Staying healthy is a pressing concern for many families across the United States. To achieve this goal, they have access to a variety of federal programs designed to help them with their food expenses.
The Supplemental Nutrition Assistance Program (SNAP) provides assistance for low-income families to purchase food and other household supplies.
Originally named Food Stamp Plan, it was created in 1939 as part of President Franklin D. Roosevelt’s “New Deal” set of reforms designed to combat the Great Depression. Henry Wallace, who served as Vice President and Secretary of Agriculture under Roosevelt, is thought by many to have done the most to bring about the program.
SNAP is administered by the U.S. Department of Agriculture (USDA) under the agency of Food and Nutrition Service (FNS). It benefits more than 44 million Americans who receive at least $100 a month in assistance to buy food and household supplies. In this guide, we offer information about the program, what is required to qualify, and how to apply to receive the benefits.
How to Qualify for SNAP
SNAP offers financial assistance to low-income families nationwide. As a result, the eligibility of a family is determined by the Federal Poverty Guidelines (FPG). As of 2018, these guidelines establish $12,140 a year as the minimum income for a single-person to be above the poverty level in most states.
To receive the benefits of the Supplemental Nutrition Assistance Program (SNAP), a family needs to certify that their gross annual income falls below 130% of the Federal Poverty Level (FPL). This means that they do not have to be “in poverty” to be eligible for food assistance. The Food and Nutrition Service (FNS) does not count money received as part of any other assistance program towards the income calculation.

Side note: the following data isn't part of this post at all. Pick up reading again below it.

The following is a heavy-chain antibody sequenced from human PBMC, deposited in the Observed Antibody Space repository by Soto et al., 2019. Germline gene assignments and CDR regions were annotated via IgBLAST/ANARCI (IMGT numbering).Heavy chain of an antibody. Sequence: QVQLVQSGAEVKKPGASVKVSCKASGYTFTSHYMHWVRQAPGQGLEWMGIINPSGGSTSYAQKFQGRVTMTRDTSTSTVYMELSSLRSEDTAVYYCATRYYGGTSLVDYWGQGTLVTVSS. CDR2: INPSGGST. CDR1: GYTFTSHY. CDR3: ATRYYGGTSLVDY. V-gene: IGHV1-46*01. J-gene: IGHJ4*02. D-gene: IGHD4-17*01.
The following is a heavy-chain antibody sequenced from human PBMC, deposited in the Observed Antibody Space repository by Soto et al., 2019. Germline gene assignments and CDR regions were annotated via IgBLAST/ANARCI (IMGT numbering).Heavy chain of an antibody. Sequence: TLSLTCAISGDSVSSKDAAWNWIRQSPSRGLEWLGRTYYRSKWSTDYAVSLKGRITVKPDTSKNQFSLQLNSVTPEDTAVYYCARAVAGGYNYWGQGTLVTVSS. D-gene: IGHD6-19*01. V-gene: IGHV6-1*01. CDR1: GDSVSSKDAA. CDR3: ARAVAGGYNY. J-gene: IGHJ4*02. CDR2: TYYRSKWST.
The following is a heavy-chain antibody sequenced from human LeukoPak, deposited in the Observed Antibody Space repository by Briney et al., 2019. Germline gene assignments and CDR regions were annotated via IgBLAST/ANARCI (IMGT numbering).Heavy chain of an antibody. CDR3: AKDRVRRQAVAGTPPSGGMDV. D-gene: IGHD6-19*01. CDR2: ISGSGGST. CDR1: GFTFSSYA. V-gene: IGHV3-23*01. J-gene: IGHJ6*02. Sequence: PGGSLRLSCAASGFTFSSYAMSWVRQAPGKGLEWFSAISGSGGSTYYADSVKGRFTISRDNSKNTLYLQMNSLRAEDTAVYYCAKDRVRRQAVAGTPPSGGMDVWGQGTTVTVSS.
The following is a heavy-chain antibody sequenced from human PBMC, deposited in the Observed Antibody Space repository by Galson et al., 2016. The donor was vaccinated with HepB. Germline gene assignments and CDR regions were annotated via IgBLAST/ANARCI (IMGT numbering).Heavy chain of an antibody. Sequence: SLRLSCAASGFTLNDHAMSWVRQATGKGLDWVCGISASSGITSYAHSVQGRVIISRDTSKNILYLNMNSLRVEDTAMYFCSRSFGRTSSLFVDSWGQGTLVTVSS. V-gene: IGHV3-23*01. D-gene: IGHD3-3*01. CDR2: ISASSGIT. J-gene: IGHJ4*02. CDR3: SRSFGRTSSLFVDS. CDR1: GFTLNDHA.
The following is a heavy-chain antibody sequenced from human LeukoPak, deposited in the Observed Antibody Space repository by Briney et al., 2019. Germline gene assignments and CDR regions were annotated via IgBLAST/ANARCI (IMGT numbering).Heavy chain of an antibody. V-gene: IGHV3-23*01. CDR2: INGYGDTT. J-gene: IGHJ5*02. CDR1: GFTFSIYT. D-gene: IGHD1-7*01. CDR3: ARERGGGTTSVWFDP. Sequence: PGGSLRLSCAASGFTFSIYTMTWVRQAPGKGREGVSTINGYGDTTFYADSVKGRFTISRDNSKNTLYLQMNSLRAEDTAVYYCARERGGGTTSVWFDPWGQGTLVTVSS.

In addition to the income criteria, families must have less than $2,250 in assets to qualify. This number grows to $3,500 if the household includes an elderly or disabled person. However, it does not include the value of the family’s home, up to one vehicle, and other exonerated assets such as household goods and personal effects.
How to Apply for SNAP
Low-income families that are eligible for food assistance can submit an application to any of the local SNAP offices located in their state. The application can be submitted online, by mail or in person. Which methods are available vary state by state. Regardless, all state offices will ask families to provide documents that certify their eligibility, such as proof of income or employment.
Submitting a SNAP application online will usually require the creation of an account on the state office’s website. This generally gives the families access to additional benefits, allowing them to undertake other SNAP-related activities from their home, such as keeping track of their applications or submitting new documents.
It is possible in all states to send the application by mail. Using this method can be comfortable for families with no computer or internet access. Households should call their local SNAP office before submitting their application to make sure they send the documents to the correct mailing address.
A mandatory interview with a SNAP representative to review the documents and certify the eligibility must take place before the process is complete. Therefore, it is recommended that families take a trip to the local SNAP office and become familiar with the personnel. Two trips would have to be made to the local office to submit an application in person: one to ask for information and guidance and another one for the mandatory interview. However, this can be best method for elderly and disabled citizens, who can receive assistance and get their application approved as fast as possible.